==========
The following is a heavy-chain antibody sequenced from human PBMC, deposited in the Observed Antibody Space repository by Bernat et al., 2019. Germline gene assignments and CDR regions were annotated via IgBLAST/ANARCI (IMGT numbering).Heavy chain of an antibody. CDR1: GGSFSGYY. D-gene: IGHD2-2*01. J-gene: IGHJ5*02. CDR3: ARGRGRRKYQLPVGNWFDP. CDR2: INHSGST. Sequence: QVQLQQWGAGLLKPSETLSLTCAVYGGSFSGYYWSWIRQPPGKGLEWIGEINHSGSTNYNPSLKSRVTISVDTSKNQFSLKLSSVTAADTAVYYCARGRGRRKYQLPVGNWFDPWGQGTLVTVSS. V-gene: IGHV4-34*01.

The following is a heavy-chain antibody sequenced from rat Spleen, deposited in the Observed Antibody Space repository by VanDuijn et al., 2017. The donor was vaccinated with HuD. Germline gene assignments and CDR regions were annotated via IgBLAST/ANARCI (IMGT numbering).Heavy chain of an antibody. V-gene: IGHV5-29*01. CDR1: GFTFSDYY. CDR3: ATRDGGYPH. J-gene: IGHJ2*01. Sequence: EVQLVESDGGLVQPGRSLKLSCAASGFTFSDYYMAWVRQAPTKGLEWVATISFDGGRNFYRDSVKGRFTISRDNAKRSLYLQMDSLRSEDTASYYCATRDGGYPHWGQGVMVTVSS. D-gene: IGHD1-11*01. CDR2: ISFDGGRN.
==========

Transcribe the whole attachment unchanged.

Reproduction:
The following is a heavy-chain antibody sequenced from human PBMC, deposited in the Observed Antibody Space repository by Bernat et al., 2019. Germline gene assignments and CDR regions were annotated via IgBLAST/ANARCI (IMGT numbering).Heavy chain of an antibody. CDR1: GGSFSGYY. D-gene: IGHD2-2*01. J-gene: IGHJ5*02. CDR3: ARGRGRRKYQLPVGNWFDP. CDR2: INHSGST. Sequence: QVQLQQWGAGLLKPSETLSLTCAVYGGSFSGYYWSWIRQPPGKGLEWIGEINHSGSTNYNPSLKSRVTISVDTSKNQFSLKLSSVTAADTAVYYCARGRGRRKYQLPVGNWFDPWGQGTLVTVSS. V-gene: IGHV4-34*01.

The following is a heavy-chain antibody sequenced from rat Spleen, deposited in the Observed Antibody Space repository by VanDuijn et al., 2017. The donor was vaccinated with HuD. Germline gene assignments and CDR regions were annotated via IgBLAST/ANARCI (IMGT numbering).Heavy chain of an antibody. V-gene: IGHV5-29*01. CDR1: GFTFSDYY. CDR3: ATRDGGYPH. J-gene: IGHJ2*01. Sequence: EVQLVESDGGLVQPGRSLKLSCAASGFTFSDYYMAWVRQAPTKGLEWVATISFDGGRNFYRDSVKGRFTISRDNAKRSLYLQMDSLRSEDTASYYCATRDGGYPHWGQGVMVTVSS. D-gene: IGHD1-11*01. CDR2: ISFDGGRN.